June 11, 2012

Analyzing the new multi-year deals for Campbell, Kelly

By Jesse Connolly

Though the Bruins have yet to make it official, countless outlets have confirmed that the B's have signed center Chris Kelly and Greg Campbell to multi-year deals. 

Chris Kelly's new deal with Boston runs through the 2015-16 season. (Getty Images)

Kelly, coming off of a career-high 20 goals, will earn a total of $12 million over the next four seasons. Campbell’s will make a total of $4.8 million over the next three seasons.

My assorted thoughts on the new contracts (apologies if you’ve already encountered some of these on Twitter):

* There are plenty of reasons why I’m not an NHL GM, but if I had the choice, I’d shave a year off the length of each of these deals. Kelly will turn 35 during the fourth season of his new deal.

* In Campbell’s case, the cap hit is just a small pinch too high, but there’s no sense in really crying about a difference of a few hundred thousand dollars.

* The notion that Kelly is overpaid seems bogus to me. If posting a career-high in goals and points, while ranking third in the NHL in plus-minus, doesn’t earn you a raise, then for crying out loud, what does?

Experts will throw out in-depth statistics, but they don’t reveal anything we didn’t already know. Yes, Kelly is 31 and luck was probably somewhat of a factor in his career year last season. But with the cap going up exponentially since its inception, and expected to be $70.3 million next year, how is $3 million an overpayment, given what Kelly brings to the table? $3 million is 4.2 percent of $70.3 million, which basically means that the Bruins could sign Chris Kelly 25 times over and not go over the cap.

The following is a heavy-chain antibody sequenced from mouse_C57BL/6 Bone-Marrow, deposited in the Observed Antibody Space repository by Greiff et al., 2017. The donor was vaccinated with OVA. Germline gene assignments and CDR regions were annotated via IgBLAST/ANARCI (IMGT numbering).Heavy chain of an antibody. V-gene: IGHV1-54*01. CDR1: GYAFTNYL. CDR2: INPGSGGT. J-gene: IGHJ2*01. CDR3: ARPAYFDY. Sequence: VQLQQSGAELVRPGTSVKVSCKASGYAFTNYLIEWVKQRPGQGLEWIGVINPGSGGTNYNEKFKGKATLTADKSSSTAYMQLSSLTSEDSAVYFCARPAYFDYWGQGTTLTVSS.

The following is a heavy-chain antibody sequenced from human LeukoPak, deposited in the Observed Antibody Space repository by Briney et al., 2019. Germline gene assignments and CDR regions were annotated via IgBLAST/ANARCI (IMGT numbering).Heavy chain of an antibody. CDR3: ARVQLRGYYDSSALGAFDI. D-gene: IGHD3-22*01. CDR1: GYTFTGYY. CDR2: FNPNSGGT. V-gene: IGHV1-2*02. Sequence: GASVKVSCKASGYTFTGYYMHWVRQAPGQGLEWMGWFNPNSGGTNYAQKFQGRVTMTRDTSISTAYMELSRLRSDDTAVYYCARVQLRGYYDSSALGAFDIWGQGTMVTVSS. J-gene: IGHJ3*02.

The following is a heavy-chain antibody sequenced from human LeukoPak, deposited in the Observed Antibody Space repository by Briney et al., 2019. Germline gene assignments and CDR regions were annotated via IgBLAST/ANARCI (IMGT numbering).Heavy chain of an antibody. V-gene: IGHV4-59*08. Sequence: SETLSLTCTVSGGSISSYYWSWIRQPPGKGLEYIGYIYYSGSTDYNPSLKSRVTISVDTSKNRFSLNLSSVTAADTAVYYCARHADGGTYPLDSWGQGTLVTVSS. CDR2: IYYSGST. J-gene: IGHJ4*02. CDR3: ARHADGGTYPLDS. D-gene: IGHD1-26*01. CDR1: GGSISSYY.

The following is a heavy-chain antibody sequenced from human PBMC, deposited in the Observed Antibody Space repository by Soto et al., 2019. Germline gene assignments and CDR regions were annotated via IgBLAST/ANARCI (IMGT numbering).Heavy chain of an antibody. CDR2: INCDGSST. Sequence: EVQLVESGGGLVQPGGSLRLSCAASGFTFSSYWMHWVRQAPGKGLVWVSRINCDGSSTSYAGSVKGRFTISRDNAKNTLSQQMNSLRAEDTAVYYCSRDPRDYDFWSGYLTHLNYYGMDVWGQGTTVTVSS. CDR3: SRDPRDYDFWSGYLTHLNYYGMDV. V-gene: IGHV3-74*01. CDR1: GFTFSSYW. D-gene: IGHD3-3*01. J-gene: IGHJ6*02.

* Usually everything I write about the B’s is glowingly positive, but I would’ve been okay with the team giving some new blood/up-and-comers a better shot at sticking with the big club. We all know that coach Claude Julien likes to stick with “his guys” and almost always goes with the experienced vet over the unpolished youngster. Other than Blake Wheeler, few players have nudged a proven pro out of the picture and “stolen” a job. In Wheeler's case, that vet was Peter Schaefer, which isn't saying much.

Anyone hoping to crack the B’s bottom six next season is now up against it. With Campbell back, the entire Merlot Line (Shawn Thornton, Daniel Paille) is now intact for 2012-13. Kelly and Rich Peverley will likely remain on the third line, leaving just one open spot in Boston’s entire forward corps (Benoit Pouliot remains a restricted free agent).

Sure, there’s always a chance that there’s a genuine competition for all of those bottom-six spots when camp rolls around, but I wouldn’t bet the house on it. Campbell’s been a very good soldier during his time here, but he tends to get a bit over-valued due to his contributions during Boston’s Cup run. The Bruins are in fine shape if he continues to chip in the odd goal, log solid PK time and anchor the fourth line, but to me, three years just seems a little long for a guy who has plenty of good qualities but is still a replaceable player.

* Going back to the cap front, everyone needs to stop panicking about the Bruins’ glut of prominent free agents next summer. Yes, a new CBA needs to be worked out, but the fact remains that the cap has gone from $39 million in 2005-06 to $56 .7 million in 2008-09 up to 64.3 million this season. It’s currently expects to make its second biggest year-to-year leap, jumping to over 70 million. Odds are high it’ll be up once again for the 2013-14 campaign. So quit worrying. Peter Chiarelli hasn’t handcuffed himself and ruined the future of this team by committing a combined 4.6 million to two centers.

* Who doesn't love a little continuity? Kelly and Campbell are two of the most likeable guys on the team, both on and off the ice. It'll be fun to see seemingly the exact same group of players -- shy of Tim Thomas, of course -- take another shot at capturing the Cup next season.

Jesse Connolly can be reached at jconnolly@hockeyjournal.com. Follow him on Twitter at @JesseNEHJ.